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Atomic scale Moiré patterns to push electronic boundaries?

Mechanical science and engineering professor Harley Johnson, left, and graduate student Brian McGuigan. Pic: L. Brian Stauffer

An atomic scale version of the phenomenon that forms interference patterns on television displays may help electronics design to push the current limits of size and speed.

Moiré patterns occur on displays when the pixelation is at almost the same scale as a photographed pattern or when two thin layers of a material with a periodic structure – like sheer fabrics – are placed on top of each other slightly askew. At the macro scale, Moirés are optical phenomena that do not form tangible objects. However, researchers at the University of Illinois say that when these patterns occur at the atomic level, arrangements of electrons are locked into place by atomic forces to form nanoscale wires capable of transmitting electricity.

For decades, the team said, physicists have observed microscope images of atomic arrangements of 2D thin films and recognised them as dislocations. But Professor Harley Johnson’s group is the first to note that these are also common Moiré patterns.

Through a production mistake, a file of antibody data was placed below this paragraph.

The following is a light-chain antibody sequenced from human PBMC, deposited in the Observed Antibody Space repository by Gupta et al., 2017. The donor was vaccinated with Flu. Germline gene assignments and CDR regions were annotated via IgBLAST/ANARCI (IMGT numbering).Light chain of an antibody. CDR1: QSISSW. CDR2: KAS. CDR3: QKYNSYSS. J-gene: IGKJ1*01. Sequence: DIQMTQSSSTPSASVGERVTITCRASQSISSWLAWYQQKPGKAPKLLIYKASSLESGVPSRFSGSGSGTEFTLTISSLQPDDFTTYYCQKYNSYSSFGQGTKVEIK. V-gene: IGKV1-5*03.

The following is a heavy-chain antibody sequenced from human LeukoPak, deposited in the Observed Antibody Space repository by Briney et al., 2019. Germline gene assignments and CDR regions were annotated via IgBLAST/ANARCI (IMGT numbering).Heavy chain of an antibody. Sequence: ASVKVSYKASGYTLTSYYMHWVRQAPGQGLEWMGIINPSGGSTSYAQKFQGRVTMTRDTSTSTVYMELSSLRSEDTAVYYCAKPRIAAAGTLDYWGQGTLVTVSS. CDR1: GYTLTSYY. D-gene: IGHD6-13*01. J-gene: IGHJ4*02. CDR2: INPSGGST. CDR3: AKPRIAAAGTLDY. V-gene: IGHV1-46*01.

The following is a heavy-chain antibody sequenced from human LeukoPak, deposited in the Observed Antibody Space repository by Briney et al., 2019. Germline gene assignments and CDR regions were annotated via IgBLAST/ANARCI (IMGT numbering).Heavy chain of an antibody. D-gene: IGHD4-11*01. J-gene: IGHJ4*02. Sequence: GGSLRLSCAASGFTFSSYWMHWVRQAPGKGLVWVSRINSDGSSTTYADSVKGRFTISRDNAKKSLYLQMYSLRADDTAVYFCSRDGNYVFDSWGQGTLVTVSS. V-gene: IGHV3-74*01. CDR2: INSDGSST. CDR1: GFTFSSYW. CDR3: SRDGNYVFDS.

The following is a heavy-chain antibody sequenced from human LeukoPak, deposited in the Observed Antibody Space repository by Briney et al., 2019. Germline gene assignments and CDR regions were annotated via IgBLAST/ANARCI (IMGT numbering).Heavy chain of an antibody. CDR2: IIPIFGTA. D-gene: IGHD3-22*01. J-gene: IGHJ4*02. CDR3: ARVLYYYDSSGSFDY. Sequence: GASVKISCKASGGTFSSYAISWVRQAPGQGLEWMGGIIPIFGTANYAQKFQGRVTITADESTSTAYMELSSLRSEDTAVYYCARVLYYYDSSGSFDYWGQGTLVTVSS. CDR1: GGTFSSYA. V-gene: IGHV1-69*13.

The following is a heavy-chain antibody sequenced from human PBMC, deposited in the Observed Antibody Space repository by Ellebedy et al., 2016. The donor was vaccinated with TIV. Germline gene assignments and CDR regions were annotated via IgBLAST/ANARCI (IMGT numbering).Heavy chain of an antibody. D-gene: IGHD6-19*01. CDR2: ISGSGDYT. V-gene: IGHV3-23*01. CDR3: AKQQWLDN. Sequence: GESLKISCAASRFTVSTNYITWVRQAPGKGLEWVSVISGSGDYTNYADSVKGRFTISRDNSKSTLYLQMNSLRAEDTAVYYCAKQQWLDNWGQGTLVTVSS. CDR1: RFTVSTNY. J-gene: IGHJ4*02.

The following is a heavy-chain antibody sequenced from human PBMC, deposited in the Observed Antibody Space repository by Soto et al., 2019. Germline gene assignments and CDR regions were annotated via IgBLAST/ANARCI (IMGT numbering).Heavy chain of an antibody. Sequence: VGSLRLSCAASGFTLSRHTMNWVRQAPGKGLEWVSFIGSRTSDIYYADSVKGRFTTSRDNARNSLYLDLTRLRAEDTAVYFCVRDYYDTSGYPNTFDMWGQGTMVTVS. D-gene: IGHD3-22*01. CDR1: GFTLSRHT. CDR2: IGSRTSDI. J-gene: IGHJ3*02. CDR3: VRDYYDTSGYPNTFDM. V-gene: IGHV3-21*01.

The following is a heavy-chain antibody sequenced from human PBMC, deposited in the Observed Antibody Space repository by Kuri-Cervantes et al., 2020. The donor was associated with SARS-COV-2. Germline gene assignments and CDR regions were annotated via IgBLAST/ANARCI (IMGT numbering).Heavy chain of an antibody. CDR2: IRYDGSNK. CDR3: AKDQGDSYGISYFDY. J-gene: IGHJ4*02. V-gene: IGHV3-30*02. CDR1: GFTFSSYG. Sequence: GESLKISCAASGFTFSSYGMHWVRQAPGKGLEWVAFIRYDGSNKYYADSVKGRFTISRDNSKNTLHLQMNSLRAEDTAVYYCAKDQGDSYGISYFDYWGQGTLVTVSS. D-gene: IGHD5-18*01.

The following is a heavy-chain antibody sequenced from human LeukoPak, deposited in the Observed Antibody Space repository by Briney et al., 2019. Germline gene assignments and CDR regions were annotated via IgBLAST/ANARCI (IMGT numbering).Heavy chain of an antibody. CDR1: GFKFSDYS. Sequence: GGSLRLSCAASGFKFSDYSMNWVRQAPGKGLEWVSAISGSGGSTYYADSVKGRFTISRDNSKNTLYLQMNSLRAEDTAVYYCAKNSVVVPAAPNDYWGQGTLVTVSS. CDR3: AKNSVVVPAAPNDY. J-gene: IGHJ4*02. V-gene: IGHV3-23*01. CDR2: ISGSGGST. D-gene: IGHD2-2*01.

Prof Johnson said: “2D materials – thin films engineered to be of single-atom thickness – create Moiré patterns when stacked on top of each other and are skewed, stretched, compressed or twisted. The Moiré emerges as atoms form linear areas of high electron density. The resulting lines create what is essentially an extremely thin wire.”

By manipulating the orientation of stacked layers of 2D thin films, such as graphene, wires of single-atom thickness can be assembled, building the foundation to write nanocircuitry. This has the potential to produce the quickest transmitting wires and circuits possible, the researchers said.

“There is always the question of how to connect to a circuit that small,” Prof Johnson continued. “There is still a lot of work to be done in finding ways to stitch together 2D materials in a way that could produce a device.”

In the meantime, Prof Johnson’s group is focusing on types of devices that can be made using moire engineering. “Being able to engineer the Moiré pattern itself is a path to new lightweight and less-intrusive devices that could have applications in the biomedical and space industries,” he concluded. “The possibilities are limited only by the imagination of engineers.”

Graham Pitcher

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